can consciously choose to use this skill when our level of motivation to change is low. Consider this example
(modified content courtesy of PsychPoint.com):
STEP ONE: Identify the emotion you’re looking to change. You’re really anxious about leaving home to go
STEP TWO: Identify the urges/impulses associated with the emotion. You actively avoid booking the
vacation by burying yourself in work and household tasks to subconsciously convince yourself that you simply
do not have the time to take a vacation.
STEP THREE: Assess whether the urge or behavior fits the facts of the situation. You have plenty of unused
vacation time and recognize that your year-end productivity will not be negatively impacted by taking the break.
You’ve taken vacations before and your family has benefited from the escape each time.
STEP FOUR: If the emotion and behavior does not fit the situation, then apply the opposite action.
Create a manageable schedule / timetable to take the steps necessary to search for and secure the logistics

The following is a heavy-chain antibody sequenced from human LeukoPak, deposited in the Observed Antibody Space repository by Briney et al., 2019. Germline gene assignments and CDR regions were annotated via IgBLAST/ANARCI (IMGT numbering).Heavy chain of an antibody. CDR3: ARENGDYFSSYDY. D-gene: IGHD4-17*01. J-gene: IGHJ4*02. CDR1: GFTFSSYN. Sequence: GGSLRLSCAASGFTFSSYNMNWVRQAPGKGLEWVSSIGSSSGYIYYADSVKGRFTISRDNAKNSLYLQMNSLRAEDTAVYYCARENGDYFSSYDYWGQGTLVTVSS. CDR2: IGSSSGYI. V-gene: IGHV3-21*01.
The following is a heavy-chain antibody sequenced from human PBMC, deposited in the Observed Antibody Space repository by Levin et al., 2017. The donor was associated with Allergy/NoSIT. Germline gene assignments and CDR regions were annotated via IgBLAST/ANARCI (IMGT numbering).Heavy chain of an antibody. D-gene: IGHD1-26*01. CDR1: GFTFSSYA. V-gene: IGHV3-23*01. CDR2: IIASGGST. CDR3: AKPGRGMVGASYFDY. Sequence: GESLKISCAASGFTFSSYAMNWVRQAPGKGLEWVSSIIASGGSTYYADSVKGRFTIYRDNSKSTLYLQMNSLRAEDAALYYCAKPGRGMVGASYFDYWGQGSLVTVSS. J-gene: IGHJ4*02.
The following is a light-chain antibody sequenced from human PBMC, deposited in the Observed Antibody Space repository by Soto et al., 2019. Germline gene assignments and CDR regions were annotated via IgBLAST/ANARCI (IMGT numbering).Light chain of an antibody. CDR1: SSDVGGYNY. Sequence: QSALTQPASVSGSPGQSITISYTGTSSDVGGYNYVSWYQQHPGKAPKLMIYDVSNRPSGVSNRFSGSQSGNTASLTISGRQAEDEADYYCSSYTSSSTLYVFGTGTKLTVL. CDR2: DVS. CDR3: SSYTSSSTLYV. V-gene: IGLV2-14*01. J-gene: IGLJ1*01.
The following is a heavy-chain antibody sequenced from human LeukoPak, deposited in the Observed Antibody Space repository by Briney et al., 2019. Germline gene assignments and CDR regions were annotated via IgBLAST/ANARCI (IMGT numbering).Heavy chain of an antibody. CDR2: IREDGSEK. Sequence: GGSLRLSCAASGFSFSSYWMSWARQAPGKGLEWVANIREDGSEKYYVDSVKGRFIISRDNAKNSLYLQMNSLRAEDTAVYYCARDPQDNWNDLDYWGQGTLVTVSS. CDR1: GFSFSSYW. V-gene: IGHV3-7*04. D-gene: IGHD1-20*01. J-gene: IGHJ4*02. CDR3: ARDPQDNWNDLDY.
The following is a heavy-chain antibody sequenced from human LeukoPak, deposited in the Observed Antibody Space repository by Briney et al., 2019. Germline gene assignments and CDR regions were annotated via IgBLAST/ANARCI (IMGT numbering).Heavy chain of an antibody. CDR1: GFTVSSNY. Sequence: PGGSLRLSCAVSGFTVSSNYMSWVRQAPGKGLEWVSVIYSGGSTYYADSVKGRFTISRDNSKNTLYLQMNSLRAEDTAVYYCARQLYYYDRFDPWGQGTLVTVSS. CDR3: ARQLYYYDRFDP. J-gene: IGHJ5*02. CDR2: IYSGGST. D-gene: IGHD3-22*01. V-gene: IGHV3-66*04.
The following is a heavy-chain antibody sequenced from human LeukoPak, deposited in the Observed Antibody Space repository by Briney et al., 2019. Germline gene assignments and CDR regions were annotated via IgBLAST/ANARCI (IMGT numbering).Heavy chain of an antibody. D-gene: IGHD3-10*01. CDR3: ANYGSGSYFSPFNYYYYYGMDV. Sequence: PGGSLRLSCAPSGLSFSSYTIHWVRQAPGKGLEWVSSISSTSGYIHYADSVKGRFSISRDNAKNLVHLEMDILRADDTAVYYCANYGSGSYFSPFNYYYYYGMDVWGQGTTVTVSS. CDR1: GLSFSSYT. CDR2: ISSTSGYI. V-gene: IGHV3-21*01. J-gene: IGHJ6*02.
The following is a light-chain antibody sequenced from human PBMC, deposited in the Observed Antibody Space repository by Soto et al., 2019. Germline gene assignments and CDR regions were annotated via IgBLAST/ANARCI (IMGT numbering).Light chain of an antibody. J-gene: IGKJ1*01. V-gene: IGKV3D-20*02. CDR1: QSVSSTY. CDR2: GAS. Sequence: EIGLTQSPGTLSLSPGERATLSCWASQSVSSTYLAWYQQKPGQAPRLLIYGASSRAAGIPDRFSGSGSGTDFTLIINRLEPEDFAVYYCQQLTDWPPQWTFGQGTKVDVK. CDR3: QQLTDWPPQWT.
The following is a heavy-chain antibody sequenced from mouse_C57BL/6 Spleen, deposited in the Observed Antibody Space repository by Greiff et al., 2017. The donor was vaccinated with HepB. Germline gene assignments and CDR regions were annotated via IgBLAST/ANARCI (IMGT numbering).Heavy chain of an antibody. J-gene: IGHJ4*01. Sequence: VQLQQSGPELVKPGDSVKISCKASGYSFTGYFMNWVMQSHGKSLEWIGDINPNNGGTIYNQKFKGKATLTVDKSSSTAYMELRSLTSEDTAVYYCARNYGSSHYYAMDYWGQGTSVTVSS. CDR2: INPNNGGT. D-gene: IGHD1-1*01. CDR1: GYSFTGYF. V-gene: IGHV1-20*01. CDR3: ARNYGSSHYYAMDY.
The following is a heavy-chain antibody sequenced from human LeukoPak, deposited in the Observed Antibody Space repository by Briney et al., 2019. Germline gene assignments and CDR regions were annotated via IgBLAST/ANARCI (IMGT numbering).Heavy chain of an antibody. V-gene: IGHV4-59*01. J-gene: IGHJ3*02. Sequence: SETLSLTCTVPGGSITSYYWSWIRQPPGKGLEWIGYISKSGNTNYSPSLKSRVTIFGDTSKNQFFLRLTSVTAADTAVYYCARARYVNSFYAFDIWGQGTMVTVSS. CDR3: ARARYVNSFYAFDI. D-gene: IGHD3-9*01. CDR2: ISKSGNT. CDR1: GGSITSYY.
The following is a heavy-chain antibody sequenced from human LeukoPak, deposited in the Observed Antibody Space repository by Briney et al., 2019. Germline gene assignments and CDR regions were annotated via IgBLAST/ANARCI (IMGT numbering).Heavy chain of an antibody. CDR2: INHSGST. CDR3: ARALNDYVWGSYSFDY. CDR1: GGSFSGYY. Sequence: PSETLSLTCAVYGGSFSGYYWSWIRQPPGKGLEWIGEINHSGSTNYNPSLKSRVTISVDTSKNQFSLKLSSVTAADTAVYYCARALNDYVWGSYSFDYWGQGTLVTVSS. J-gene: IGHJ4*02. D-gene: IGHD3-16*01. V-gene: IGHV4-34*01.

required for booking the trip.
STEP FIVE: Experience the opposite emotion. Experience the excitement involved with planning activities
and excursions or buying a new outfit for the occasion. Go on the trip and enjoy the time with your family while
allowing others at work to keep things running smoothly until you return.
Used consistently, opposite action can help us to change our emotional response to stressors over time. It’s
important, though, to commit to the technique so that you can experience the full benefits of taking control of
your mood and behaviors rather than allowing them to be in control of you.
For a quick video explanation of opposite action, view the following:
If you’re experiencing the above symptoms associated with loneliness and have tried methods for self-help
without benefit, or if you’ve been previously diagnosed with a psychiatric illness or substance use disorder
that has begun to flare up in the midst of these extraordinary times, please know that psychiatric treatment
providers are still open, available, and ready to help you through this – at all levels of care.
Clinicians at the Lindner Center of HOPE are seeing patients every day through Telehealth, with options for
telephone or video sessions for both therapy and medication management. Additionally, our services are open
for emergency intake assessments and inpatient hospitalization, partial hospitalization, intensive outpatient,
residential, and treatment for substance use disorders.
If you or a loved one could benefit from professional help, call the Lindner Center of HOPE at 513-536-
4673 to start the conversation and take the next steps toward healing.
Jen Milau, APRN, PMHNP-BC
Lindner Center of HOPE , Psychiatric Mental-Health Nurse Practitioner